NEW YORK (
) -- As activist investors snap up its waning shares, struggling truck maker
(NAV - Get Report)
is adopting poison pill to brace against the prospect that its largest shareholders -- like Carl Icahn -- will try and take the company over.
Navistar said on Wednesday that its Board of Directors has adopted a stockholder rights plan, otherwise known as a "poison pill," in a move to fend the company from a prospective acquirer. Recently,
MHR Fund Management
became the heavy-duty truck maker's largest shareholder, topping a near 12% stake held by Carl Icahn, in a move that fanned speculation the company could be sold. Now, Navistar is bracing for the prospect of takeover bids.
In a press release, Navistar said that it is adopting the poison pill to "deter coercive takeover tactics" and will offer preferred stock to be distributed as a dividend on each share held as of June 29, if any investor takes a larger than 15% stake in the company. That move will prevent an acquirer from taking control of the company for a low-price, Navistar added.
Last Friday, investment manager
MHR Fund Management
) activist investor Carl Icahn as the top Navistar shareholder, causing shares to rally. However, Navistar shares fell over 3% to $28.38 in Wednesday trading on its adoption of a poison pill.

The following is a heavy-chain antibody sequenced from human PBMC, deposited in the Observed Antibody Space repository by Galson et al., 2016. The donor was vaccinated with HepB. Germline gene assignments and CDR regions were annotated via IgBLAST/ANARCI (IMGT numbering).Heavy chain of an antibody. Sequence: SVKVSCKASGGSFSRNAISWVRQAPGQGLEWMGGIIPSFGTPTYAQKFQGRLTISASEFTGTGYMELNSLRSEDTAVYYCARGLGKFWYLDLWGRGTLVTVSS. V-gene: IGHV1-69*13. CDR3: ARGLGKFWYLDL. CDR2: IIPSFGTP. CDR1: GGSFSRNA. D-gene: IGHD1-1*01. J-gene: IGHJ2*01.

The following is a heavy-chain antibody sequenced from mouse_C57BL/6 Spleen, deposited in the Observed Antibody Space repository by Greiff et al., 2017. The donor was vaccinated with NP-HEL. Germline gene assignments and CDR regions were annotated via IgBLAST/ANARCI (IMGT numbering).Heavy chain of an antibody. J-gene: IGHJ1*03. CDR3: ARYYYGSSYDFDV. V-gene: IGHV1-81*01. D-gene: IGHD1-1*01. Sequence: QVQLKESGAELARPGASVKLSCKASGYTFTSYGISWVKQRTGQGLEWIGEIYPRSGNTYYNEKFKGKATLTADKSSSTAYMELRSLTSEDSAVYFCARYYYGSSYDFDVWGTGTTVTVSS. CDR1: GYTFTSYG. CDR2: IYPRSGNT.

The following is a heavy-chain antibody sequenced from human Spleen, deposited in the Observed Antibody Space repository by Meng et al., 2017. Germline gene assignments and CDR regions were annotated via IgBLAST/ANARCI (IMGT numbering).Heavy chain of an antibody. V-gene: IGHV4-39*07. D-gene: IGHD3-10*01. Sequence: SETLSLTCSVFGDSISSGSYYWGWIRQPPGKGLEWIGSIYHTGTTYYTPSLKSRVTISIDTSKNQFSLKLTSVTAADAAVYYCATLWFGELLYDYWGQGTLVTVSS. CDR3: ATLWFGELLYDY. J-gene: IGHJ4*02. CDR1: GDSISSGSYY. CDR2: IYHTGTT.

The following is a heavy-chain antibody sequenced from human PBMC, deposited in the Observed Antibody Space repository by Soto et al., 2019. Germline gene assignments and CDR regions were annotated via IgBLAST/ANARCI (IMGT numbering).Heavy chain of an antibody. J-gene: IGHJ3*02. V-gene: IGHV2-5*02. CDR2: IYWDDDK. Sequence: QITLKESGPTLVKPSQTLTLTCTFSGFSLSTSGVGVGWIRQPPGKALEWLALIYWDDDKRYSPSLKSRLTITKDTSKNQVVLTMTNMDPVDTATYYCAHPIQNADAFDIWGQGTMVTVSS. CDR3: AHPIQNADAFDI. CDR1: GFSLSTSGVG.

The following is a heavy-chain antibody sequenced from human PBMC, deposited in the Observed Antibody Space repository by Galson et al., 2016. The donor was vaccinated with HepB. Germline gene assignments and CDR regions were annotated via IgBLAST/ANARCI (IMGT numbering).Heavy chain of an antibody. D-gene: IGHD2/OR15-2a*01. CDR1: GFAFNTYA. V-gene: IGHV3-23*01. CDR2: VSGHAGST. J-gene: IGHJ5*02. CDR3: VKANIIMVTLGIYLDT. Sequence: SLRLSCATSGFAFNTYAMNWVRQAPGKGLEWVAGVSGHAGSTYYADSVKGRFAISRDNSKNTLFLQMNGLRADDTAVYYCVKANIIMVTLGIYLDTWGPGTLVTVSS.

Mark Rachesky-run MHR now holds 13.6% of the Navistar's stock, in an investment that tops Carl Icahn's stake, which he opened last October and boosted earlier in June. Previously, MHR and the legendary activist invested in
during an epic Icahn-led buyout
where he took a 30% stake in the
film maker, but failed on takeover and activist efforts.
MHR said that it "may seek to engage in discussions with (the) management and others concerning the business and operations of the company," in its filing, signaling that it could become an activist Navistar shareholder, like Icahn.
That investment comes as speculation that
or U.S. industrial engineering giants like
(CMI - Get Report)
could partner or take a stake in Navistar, driving the company shares from three-year lows hit in early June.